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ControlType -> None Vs. Module inside Manipulate (i.e. making everything local)

I'm building a program on another one made available in the Wolfram Demonstration Project.

I've noticed that in the original code (working flawlessly) many variables were made local inside the Manipulate wrapper by making ghost controls, i.e.

{var1, ControlType -> None}
{var2, ControlType -> None}
{var3, ControlType -> None}...

and there was no Module instruction inside the Manipulate.

I also found out that, after some changes made by me, the code wasn't anymore behaving well and that the main body of the manipulate command was executed two times after changing a control value.

By trial and error I managed to fix that double execution by inserting a Module command encapsulating a new variable created by me (causing the problem), that was global and that re-triggered the evaluation of the Manipulate body section.

I've read elsewhere that making all variables local inside a Manipulate can be a good programming practice and that guideline actually helped me to pinpoint the problem and avoid the double evaluation issue.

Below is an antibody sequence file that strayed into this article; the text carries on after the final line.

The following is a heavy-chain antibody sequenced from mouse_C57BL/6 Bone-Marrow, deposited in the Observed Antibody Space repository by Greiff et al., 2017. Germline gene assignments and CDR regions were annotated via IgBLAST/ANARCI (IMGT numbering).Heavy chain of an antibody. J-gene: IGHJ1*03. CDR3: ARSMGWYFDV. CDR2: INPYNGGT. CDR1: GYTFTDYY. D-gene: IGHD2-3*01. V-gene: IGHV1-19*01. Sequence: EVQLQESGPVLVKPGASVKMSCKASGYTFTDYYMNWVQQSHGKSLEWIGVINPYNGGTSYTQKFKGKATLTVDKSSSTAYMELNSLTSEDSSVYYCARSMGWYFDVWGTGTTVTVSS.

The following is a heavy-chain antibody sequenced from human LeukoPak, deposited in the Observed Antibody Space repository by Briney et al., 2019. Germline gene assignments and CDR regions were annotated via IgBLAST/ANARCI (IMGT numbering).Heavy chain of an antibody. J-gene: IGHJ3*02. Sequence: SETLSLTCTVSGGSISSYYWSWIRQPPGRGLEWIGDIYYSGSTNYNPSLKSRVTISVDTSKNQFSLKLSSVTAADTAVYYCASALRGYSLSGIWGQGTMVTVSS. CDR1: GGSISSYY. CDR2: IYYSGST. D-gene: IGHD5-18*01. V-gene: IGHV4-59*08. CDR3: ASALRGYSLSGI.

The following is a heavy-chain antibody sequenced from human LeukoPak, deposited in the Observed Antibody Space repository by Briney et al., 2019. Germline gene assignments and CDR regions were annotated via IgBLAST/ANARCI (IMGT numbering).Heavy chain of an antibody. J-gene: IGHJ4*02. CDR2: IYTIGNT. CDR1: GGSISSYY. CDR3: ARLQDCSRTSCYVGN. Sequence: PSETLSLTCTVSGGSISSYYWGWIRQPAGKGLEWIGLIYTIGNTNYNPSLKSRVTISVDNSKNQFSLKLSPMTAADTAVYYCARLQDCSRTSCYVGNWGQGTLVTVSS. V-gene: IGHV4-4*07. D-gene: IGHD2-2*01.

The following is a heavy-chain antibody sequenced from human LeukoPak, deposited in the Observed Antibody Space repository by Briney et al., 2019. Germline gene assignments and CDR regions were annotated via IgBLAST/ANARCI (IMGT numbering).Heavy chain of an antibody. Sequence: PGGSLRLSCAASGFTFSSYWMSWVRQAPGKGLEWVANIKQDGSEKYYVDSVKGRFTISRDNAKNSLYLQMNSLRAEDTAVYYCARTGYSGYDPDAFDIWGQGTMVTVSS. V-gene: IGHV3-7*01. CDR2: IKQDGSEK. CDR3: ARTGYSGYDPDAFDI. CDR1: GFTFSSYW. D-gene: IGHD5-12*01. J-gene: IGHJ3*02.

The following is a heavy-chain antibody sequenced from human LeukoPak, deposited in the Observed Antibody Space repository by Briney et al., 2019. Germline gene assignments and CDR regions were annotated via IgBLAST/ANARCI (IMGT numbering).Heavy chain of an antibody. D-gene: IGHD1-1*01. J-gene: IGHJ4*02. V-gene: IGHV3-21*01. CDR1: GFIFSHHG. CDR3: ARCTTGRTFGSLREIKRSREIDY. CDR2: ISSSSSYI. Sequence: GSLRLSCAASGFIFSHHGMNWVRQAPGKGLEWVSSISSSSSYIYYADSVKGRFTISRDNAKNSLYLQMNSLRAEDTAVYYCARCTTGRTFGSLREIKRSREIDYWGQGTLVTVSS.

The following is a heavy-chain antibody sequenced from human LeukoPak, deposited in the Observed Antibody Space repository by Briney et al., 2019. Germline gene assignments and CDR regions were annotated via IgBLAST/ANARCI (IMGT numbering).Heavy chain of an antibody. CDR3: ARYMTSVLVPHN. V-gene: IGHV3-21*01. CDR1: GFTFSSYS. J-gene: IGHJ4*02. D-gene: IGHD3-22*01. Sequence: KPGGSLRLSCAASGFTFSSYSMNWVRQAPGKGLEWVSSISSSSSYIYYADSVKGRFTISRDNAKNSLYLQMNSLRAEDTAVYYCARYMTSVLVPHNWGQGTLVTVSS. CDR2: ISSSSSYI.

The whole code is too complex and long to be posted here and also to be reduced to a stripped down example.

So my questions are rather theoretical but probably clear enough in their essence to be answered by some Mathematica user more expert than me.

They are:

1) What's the difference (if any) between using a Module or using the ControlType -> None technique?

2) I've some compiled functions inside the Initialization section of the Manipulate. I see that those compiled functions are global and I don't know how to make them local. Do I have to leave them global without worrying much (there's no apparent issue about them till now) or is it advisable to make them local somehow (if so, how)?